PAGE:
Woman gets double the recommended sentence in death of 3-year-old nephew


Brittany Fitch wipes away tears as Judge Mark Fleegle reads a letter submitted to the court from Fitch's sister, who is the mother of the young victim.

By Christine Holmes, News Director

A woman who pleaded guilty in the death of her 3-year-old nephew was sentenced to twice the recommendation made by attorneys in Judge Mark Fleegle’s Court Monday morning.

During her hearing, Brittany Fitch, 33, turned around and spoke directly to her sister as she apologized for what happened to Jaxyn Schell while the child was in her care nearly two years ago.

“I love you, I hope you can forgive me one day,” said Fitch to her sister who was seated in the back of the courtroom.

According to Assistant Prosecuting Attorney Ron Welch, Schell was staying with Fitch at her Lewis Drive home in October 2017.

Ten days into his stay, the child suffered a fatal injury which Fitch admitted to causing when she fell on him while in the shower.

During a plea hearing last month, Welch explained to the Court that Fitch told investigators the child cried in pain but was able to be consoled.

Later that night, Fitch awoke to the sound of another child crying and got out of bed to check. That’s when she found her nephew to be unresponsive.

Welch said the child died due to an intestinal laceration, an injury medical experts said could have been prevented had the child received appropriate medical care.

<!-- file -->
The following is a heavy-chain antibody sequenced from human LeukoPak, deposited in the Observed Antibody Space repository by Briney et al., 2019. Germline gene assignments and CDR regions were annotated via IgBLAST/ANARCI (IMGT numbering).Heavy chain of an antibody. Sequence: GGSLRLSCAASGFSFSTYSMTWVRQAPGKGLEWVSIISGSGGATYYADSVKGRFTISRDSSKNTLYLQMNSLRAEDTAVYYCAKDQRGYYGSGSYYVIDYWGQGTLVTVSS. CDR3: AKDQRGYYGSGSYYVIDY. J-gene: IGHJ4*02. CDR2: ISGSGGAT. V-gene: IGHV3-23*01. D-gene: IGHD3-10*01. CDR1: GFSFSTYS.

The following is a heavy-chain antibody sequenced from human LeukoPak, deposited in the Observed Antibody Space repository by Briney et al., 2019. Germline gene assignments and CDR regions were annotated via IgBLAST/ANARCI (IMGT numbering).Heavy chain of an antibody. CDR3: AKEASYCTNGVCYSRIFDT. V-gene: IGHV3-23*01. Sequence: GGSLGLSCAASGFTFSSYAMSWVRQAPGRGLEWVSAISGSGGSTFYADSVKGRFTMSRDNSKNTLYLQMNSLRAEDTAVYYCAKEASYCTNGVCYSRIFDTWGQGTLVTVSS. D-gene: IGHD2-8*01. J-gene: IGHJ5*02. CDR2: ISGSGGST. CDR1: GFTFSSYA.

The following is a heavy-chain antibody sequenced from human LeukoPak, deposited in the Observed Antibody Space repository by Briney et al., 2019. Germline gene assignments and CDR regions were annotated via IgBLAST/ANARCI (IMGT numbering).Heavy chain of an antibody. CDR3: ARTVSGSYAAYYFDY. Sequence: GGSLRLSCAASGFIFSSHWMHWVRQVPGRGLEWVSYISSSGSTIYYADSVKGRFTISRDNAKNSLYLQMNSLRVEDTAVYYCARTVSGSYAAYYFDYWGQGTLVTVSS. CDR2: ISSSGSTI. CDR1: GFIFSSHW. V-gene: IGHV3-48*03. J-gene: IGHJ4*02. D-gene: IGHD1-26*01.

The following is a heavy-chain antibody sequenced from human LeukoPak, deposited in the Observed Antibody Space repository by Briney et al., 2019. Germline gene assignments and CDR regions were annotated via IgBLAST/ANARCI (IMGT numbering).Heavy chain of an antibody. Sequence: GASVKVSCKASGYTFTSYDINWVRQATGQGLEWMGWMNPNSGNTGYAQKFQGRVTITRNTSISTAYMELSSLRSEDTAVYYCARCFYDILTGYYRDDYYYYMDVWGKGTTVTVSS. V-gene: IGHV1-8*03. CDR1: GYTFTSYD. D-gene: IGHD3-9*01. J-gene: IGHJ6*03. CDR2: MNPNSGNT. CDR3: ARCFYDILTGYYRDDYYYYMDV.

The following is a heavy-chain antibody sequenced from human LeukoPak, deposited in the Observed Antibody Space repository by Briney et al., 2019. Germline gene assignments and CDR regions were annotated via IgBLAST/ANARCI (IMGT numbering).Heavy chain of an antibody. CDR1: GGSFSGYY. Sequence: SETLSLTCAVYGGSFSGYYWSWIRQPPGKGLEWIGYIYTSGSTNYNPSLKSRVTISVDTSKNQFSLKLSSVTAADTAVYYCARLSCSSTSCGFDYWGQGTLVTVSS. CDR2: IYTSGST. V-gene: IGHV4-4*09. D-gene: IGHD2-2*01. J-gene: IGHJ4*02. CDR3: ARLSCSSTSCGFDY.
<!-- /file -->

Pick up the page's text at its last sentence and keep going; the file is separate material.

According to Welch, the injury was so severe that the boy would not have been consoled so quickly. He said the child likely would have extensively been crying in pain.

Welch said Fitch’s reckless failure to obtain treatment for her nephew resulted in his death.

Part of that account was disputed by her court appointed attorney, Keith Edwards, who said medical reports indicated the fatal injury was sustained days prior to the fall.

“She did not abuse this child. It was an accident, a horrible accident,” said Edwards.

He also said the boy was not solely in Fitch’s care and would visit his mother’s home throughout his stay.

However, Edwards did agree had Fitch not been high on suboxone and marijuana, she would have had the right mental capacity to seek medical care instead of putting him to bed that night.

“This happened to a child that she cared about and always treated well,” said Edwards.

Both the defense and prosecution agreed to a recommended sentence of four years in prison. The judge did not.

Instead, Fleegle noted that this was not the first child to die under Fitch’s supervision. He said Fitch previously lost her 5-month-old baby in what was originally classified as SIDS but later changed to an undetermined cause.

He said her nephew had more than 40 bruises on his body, 19 fractured ribs and suffered blunt force trauma to his torso.

He read a letter from the boy’s mother, Onika Schell, which detailed her opposition to the recommended sentence.

“I don’t agree with the sentence of four years,” read Fleegle.

Schell’s mother wrote that she bawls her eyes out every time she sees a little, redheaded boy like her son.

“She may have not meant to harm him, but it was her choice not to take him to the hospital,” Fleegle read from the letter.

Fitch was sentenced to a total of eight years in prison for involuntary manslaughter, a first-degree felony, which merged with two second-degree felony counts of endangering children.